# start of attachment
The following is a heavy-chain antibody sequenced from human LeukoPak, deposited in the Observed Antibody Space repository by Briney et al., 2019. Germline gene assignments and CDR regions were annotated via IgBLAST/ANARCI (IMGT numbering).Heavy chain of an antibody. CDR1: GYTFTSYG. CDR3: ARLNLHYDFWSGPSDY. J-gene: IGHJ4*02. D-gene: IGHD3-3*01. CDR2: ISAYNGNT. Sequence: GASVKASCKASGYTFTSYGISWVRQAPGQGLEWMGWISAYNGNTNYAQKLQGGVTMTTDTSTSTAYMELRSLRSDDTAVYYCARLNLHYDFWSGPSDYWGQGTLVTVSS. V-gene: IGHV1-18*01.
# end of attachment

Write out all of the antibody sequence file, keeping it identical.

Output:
The following is a heavy-chain antibody sequenced from human LeukoPak, deposited in the Observed Antibody Space repository by Briney et al., 2019. Germline gene assignments and CDR regions were annotated via IgBLAST/ANARCI (IMGT numbering).Heavy chain of an antibody. CDR1: GYTFTSYG. CDR3: ARLNLHYDFWSGPSDY. J-gene: IGHJ4*02. D-gene: IGHD3-3*01. CDR2: ISAYNGNT. Sequence: GASVKASCKASGYTFTSYGISWVRQAPGQGLEWMGWISAYNGNTNYAQKLQGGVTMTTDTSTSTAYMELRSLRSDDTAVYYCARLNLHYDFWSGPSDYWGQGTLVTVSS. V-gene: IGHV1-18*01.